Project looks at alternate pasture options

Project looks at alternate pasture options

A Liebe Group project with Meat & Livestock Australia will investigate alternative pasture options in the low rainfall zone of WA.

A Liebe Group project with Meat & Livestock Australia will investigate alternative pasture options in the low rainfall zone of WA.


Liebe Group to compare various pasture system options


THE Liebe Group has been successful with a recent application to Meat & Livestock Australia (MLA) under the Producer Demonstration Site (PDS) Program.

This project will support four long-term research sites over six seasons with the implementation and comparison of various pasture system options.

The aim of the project is to identify and demonstrate how to optimise the profitability of livestock pasture systems in the low rainfall zone of the northern Wheatbelt.

It will focus on the utilisation of improved perennial and annual feedbase options to reduce the cost of supplementary feed in the typical summer/autumn feed gap period.

Producers in the Liebe Group region have expressed an interest in exploring new and more resilient pasture systems that can provide additional feed through summer and autumn at a lower cost.

The end goal is to run farming enterprises with more reliable and productive pastures to increase stocking rates for an improved economic return.

It's estimated that Liebe Group members dedicate about 150,000 hectares to livestock production annually.

This means that increasing stocking rates by 0.2 head per hectare with the use of more robust pasture options, would equate to 30,000 more head of sheep in the region.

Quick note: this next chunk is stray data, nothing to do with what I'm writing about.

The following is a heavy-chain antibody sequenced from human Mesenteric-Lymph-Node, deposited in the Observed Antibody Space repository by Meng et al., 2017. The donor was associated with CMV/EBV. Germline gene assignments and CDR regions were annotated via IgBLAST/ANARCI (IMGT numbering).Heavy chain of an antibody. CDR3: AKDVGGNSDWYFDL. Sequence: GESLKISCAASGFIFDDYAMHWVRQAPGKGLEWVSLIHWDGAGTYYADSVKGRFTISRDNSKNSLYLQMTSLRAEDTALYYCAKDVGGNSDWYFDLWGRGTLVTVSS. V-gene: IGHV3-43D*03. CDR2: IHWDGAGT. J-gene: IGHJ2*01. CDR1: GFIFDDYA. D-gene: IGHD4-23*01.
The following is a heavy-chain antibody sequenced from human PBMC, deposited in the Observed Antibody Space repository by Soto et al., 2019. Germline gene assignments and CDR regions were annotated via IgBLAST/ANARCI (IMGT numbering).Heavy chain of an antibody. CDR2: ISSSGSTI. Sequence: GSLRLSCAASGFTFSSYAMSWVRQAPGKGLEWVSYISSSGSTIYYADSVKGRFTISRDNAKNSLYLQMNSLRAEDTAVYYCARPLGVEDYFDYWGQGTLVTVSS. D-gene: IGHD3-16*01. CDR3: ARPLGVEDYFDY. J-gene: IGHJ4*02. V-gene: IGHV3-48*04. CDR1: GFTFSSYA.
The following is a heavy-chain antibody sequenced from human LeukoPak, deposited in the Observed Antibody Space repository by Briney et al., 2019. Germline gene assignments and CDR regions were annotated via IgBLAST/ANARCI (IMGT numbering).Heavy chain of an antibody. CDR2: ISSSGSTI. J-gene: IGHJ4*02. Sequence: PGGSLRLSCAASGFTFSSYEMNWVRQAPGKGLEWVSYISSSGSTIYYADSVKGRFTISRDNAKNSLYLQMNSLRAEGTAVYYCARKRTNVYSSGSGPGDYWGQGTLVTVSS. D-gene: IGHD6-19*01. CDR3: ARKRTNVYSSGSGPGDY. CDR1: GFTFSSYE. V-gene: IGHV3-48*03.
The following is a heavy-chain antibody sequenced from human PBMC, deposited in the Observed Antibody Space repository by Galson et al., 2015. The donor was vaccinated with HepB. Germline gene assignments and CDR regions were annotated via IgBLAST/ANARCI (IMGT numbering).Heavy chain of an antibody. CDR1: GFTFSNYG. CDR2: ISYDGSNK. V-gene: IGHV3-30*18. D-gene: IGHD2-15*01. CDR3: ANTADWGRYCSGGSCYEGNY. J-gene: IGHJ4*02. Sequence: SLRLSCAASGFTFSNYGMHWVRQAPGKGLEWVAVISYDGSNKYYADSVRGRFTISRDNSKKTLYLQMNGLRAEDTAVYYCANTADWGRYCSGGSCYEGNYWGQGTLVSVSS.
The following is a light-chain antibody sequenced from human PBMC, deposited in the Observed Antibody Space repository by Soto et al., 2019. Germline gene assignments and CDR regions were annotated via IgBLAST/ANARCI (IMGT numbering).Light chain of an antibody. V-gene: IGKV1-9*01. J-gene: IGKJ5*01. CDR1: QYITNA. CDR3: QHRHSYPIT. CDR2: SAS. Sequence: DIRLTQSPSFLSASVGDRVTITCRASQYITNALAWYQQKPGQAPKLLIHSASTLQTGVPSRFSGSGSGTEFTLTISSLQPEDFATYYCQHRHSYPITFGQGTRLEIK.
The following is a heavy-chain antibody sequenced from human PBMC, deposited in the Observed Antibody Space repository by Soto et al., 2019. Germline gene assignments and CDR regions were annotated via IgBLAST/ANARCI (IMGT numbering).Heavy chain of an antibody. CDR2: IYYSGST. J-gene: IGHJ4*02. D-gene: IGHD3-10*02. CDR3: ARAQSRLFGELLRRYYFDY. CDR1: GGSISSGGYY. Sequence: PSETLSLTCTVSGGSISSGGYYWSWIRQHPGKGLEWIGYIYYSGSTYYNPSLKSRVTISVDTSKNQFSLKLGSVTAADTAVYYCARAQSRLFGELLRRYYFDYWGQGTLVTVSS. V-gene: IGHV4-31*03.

With the average return per ewe being $150 a year, this would represent an increase in returns of $4.5 million per year in this region alone, with the potential for further extension of knowledge and technologies across other low rainfall regions of Australia.

Through this project, the Liebe Group will facilitate and engage an enthusiastic group of livestock producers to develop knowledge around improved pasture management.

Various systems being demonstrated include:

  • Self-sown pasture;
  • Serradella;
  • Grass and legume mix;
  • Sown cereals;
  • Perennial grasses and shrubs.

A comprehensive survey will also be carried out to provide baseline data around livestock numbers, practices and priorities, to develop a database that can assist in the development of future research and development projects.

These activities are strongly supported by the Central Wheatbelt Biosecurity Association and Midlands Biosecurity Group.

This PDS is funded by MLA.

More information on this project will be distributed to members in early 2021.

If you are interested in being involved in the core producer group, contact the Liebe Group on 9661 1907 or email

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